Subsequent quantitative analysis on the priority questions raised at the roundtables was also carried out to create new knowledge.
Descriptive statistics of the 6,800 Aboriginal and Torres Strait Islander children included in the study was presented at Roundtable Discussion and the four priority areas identified for further analysis were:
- Mental health of children and young people
- The influence of poverty as a social determinant of health including a place-based understanding from the data
- Out-of-home care
- The effects of inter-generational incarceration.
Quantitative data analysis of the identified priority areas revealed:
- Mental health of Aboriginal and Torres Strait Islander young people in the NSW-CDS is worse than others, gets worse over time and is associated with worse education outcomes.
- Aboriginal and Torres Strait Islander young people and families were far more likely to be among the most socio-economically disadvantaged with negative impacts across most other domains of life and in urban and regional and remote areas.
- Higher rates of out-of-home care and child protection system contact were found among Aboriginal and Torres Strait Islander children and they were more likely to have a range of disadvantages and overall fare worse than others in the study.
- Aboriginal and Torres Strait Islander young people were more likely to have parents in prison, with criminal charges differing between mothers and fathers and being related to poor mental health and social status.
- This research has provided evidence of the current policy paradigm on Aboriginal and Torres Strait Islander health and wellbeing, based on deficit discourse.
- The project demonstrates how deficit discourse impacts negative impacts on health and it is a barrier to improving health outcomes.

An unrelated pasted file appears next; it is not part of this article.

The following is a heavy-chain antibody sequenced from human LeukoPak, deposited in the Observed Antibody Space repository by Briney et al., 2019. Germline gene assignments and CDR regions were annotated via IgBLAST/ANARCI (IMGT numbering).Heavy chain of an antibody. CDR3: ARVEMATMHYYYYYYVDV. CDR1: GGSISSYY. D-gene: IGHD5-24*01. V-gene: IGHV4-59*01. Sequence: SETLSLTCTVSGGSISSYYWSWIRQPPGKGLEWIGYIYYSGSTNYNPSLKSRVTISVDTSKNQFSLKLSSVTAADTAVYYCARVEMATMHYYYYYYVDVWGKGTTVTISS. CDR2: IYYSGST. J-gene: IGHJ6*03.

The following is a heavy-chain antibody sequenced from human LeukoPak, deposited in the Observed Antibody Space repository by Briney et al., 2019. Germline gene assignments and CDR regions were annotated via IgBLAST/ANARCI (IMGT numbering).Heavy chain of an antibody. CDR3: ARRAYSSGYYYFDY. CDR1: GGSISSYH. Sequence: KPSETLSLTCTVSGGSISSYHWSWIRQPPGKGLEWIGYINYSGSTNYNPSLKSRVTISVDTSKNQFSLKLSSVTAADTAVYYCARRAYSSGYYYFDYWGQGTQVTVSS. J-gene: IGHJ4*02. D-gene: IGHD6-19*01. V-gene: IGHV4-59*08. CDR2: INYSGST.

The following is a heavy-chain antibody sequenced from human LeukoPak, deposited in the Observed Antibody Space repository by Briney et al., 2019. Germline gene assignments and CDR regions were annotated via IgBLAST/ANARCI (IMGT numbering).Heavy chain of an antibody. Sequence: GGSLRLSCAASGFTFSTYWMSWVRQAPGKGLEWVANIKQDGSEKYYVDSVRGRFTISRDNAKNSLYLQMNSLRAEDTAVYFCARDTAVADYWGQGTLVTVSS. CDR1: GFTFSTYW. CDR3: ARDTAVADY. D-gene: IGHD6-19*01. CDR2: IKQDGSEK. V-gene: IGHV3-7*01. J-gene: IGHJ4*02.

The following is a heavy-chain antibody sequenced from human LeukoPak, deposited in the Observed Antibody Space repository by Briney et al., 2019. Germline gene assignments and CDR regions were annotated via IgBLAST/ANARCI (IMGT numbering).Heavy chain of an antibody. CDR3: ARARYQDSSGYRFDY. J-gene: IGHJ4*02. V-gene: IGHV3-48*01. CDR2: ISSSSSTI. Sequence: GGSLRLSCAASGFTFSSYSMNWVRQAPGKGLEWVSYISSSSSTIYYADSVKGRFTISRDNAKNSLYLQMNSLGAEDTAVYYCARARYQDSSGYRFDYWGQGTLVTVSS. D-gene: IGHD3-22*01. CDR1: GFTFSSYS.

- Young Aboriginal people who were involved experienced being part of an inter-generational, diverse and collaborative group within which to undertake research.
- Facilitated group work recruited Aboriginal and Torres Strait Islander people into research, data interpretation and helping people meet ethical research guidelines.
- The Facilitated Development Approach, nominal group technique, Working Group process, collaboration and leadership by Aboriginal and Torres Strait Islander people in data analysis have been conveyed more widely, to build awareness of practical steps to shift beyond analysing data ‘on’ Aboriginal and Torres Strait Islander people, to doing it ‘with’, and following our lead.
- Group based research enables awareness and respect for diversity of Aboriginal and Torres Strait Islander people.
- Engaging Aboriginal and Torres Strait Islander people as leaders in research encourages people to take a role in research regardless of their background.
- Leadership and participation of Aboriginal and Torres Strait Islander people can reduce stereotyping and the deficit discourse arising from data.
Williams, Megan 2019, The Ngadhuri-nya process for engaging Aboriginal and Torres Strait Islander people in data linkage research,Croaky